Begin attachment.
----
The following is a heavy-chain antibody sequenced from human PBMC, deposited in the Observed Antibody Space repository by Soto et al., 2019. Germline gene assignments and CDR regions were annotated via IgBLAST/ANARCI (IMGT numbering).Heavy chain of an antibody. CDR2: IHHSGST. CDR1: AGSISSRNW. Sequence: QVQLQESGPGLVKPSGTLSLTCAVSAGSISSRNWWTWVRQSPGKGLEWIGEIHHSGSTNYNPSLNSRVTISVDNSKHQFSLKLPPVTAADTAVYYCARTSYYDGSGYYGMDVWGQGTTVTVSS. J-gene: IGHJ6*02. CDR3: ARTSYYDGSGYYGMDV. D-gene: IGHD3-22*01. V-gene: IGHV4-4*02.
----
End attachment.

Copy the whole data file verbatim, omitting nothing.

The following is a heavy-chain antibody sequenced from human PBMC, deposited in the Observed Antibody Space repository by Soto et al., 2019. Germline gene assignments and CDR regions were annotated via IgBLAST/ANARCI (IMGT numbering).Heavy chain of an antibody. CDR2: IHHSGST. CDR1: AGSISSRNW. Sequence: QVQLQESGPGLVKPSGTLSLTCAVSAGSISSRNWWTWVRQSPGKGLEWIGEIHHSGSTNYNPSLNSRVTISVDNSKHQFSLKLPPVTAADTAVYYCARTSYYDGSGYYGMDVWGQGTTVTVSS. J-gene: IGHJ6*02. CDR3: ARTSYYDGSGYYGMDV. D-gene: IGHD3-22*01. V-gene: IGHV4-4*02.